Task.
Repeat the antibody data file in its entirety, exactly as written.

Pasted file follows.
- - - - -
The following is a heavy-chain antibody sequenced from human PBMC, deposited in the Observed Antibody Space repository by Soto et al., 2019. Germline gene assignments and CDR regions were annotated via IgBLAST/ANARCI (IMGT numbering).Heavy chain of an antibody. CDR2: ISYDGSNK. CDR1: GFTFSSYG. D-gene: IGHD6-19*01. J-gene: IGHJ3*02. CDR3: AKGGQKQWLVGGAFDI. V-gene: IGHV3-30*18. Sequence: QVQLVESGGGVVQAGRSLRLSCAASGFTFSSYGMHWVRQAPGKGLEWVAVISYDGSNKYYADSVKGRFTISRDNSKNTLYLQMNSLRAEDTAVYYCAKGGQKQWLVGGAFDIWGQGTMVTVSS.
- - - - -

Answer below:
The following is a heavy-chain antibody sequenced from human PBMC, deposited in the Observed Antibody Space repository by Soto et al., 2019. Germline gene assignments and CDR regions were annotated via IgBLAST/ANARCI (IMGT numbering).Heavy chain of an antibody. CDR2: ISYDGSNK. CDR1: GFTFSSYG. D-gene: IGHD6-19*01. J-gene: IGHJ3*02. CDR3: AKGGQKQWLVGGAFDI. V-gene: IGHV3-30*18. Sequence: QVQLVESGGGVVQAGRSLRLSCAASGFTFSSYGMHWVRQAPGKGLEWVAVISYDGSNKYYADSVKGRFTISRDNSKNTLYLQMNSLRAEDTAVYYCAKGGQKQWLVGGAFDIWGQGTMVTVSS.